Dozens of pupils at two Perthshire schools have been ordered to isolate at home after classmates tested positive for coronavirus.
NHS Tayside confirmed two cases at Newhill Primary in Blairgowrie and Oakbank Primary in Perth.
Both schools will stay open, but a total of 41 people – including children, teachers and other staff – have been told to quarantine for 14 days.
Parents received an email on Monday evening, confirming their children were a “close contact” of someone who had tested positive.
“Please do not be unduly alarmed, as the evidence to date is that children are less likely to get Covid than adults, and when they do it’s usually less serious,” the letter signed by Public Health Medicine consultant Dr Emma Fletcher states.
Some parents have criticised the way the information was released, with an official public alert from NHS Tayside issued just before midnight on Monday.
A number said they were not aware of the situation until after they had dropped their children off at school.
There was a notable drop in attendance at both primaries.
“The necessary contact tracing procedures have been followed, and I am grateful to NHS Tayside’s Health Protection Team for their swift response,” he said. “I fully understand the concerns that parents will be feeling during this unprecedented time.
“However, we have robust procedures in place to ensure that Covid cases within schools are identified and managed as quickly and safely as possible.”
Mr Swinney added: “In the interim, I wish the affected pupils and their families well, and I hope that they recover quickly.”
At her daily briefing, First Minister Nicola Sturgeon stressed that the infections had started outside of schools.
“It is really important to stress that these are considered at this stage to be community clusters with an impact on schools, rather than school-based clusters,” she said.
“That is an important distinction. All of the cases we have seen so far that have involved school students suggest transmission has taken place outside of the schools, not in the schools.”
Parents at the gates of each school said they were generally content with the way officials were dealing with the cases, but said they had been left with little – or in some cases zero – warning.
Susan Wilson, whose daughter Tianna attends Newhill Primary, said: “It is a worry. I’ve been shielding until very recently because of problems with my immune system.
“It looks like they’re on top of this for now, but if there are any more cases I will probably take my daughter out of school.”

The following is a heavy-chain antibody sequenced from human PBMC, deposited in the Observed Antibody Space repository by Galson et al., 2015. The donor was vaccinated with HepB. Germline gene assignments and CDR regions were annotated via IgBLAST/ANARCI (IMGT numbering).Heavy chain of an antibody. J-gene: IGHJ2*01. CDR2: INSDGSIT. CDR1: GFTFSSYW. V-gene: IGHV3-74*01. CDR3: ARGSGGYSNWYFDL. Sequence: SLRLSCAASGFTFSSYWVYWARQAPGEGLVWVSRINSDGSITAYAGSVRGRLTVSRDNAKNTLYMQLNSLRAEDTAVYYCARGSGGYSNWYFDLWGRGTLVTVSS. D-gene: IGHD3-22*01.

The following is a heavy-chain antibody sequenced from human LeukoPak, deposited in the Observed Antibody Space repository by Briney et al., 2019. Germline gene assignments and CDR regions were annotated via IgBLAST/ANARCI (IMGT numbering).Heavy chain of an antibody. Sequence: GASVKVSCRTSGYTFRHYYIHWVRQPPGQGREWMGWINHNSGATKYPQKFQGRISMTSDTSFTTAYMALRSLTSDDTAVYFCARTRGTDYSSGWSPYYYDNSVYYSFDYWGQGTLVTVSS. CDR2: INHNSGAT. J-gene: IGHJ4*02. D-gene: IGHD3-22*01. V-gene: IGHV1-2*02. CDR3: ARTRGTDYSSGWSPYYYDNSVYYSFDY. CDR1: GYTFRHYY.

A mother at Oakbank said she was only made aware of the situation after dropping off her child.
“I’m just finding out now,” she said. “It would have been nice to know beforehand, but I would have dropped them off anyway.
“It’s up to parents to make these choices. They (Perth and Kinross Council and NHS Tayside) should have given us a bit of a heads-up.”
Kathleen Bones, whose child is in P6 at Newhill, added: “I only found out after the NHS made the announcement at midnight.
“I’d read rumours on Facebook in the evening, but I didn’t know if they were true.”
She said: “It’s concerning, but it sounds like they are doing everything they can to contain it. I wouldn’t want them to have to close the school.”
A council spokesman said all parents of affected classes at both schools were contacted on Monday. “We shared information about the two confirmed cases on our website and social media as soon as was possible, as did NHS Tayside,” he said.
“All parents and carers whose children attend Oakbank and Newhill received further information direct by letter from their schools today and we will continue to provide them with regular updates.”
He added: “We recognise that not all parents may use social media or go online, and to that effect information is being provided in a range of ways to parents/carers. Any parents who require the information in other languages will get these letters translated.”
Dr Emily Stevenson from NHS Tayside’s Health Protection Team said both pupils were experiencing mild symptoms. “NHS Tayside and Perth and Kinross Council worked very quickly together and we are confident that we have identified everyone who is required to self isolate,” she said.
“Anyone with COVID-19 symptoms, such a cough, fever or loss of or change in senses of taste or smell, even if they are mild, should stay off school or work and seek COVID-19 testing.”
Jacquie Pepper, Depute Director of Education and Children’s Services at Perth and Kinross Council added: “We hope both children who have tested positive for COVID-19 make a full and speedy recovery.
“We have worked closely with NHS Tayside’s Health Protection Team and wish to reassure parents that all settings which these pupils have attended during their infectious period have been identified. Close contacts have been asked to self-isolate as a precaution.
“This will be a worrying time for parents, however, there is no evidence of wider transmission and children should attend school as normal.”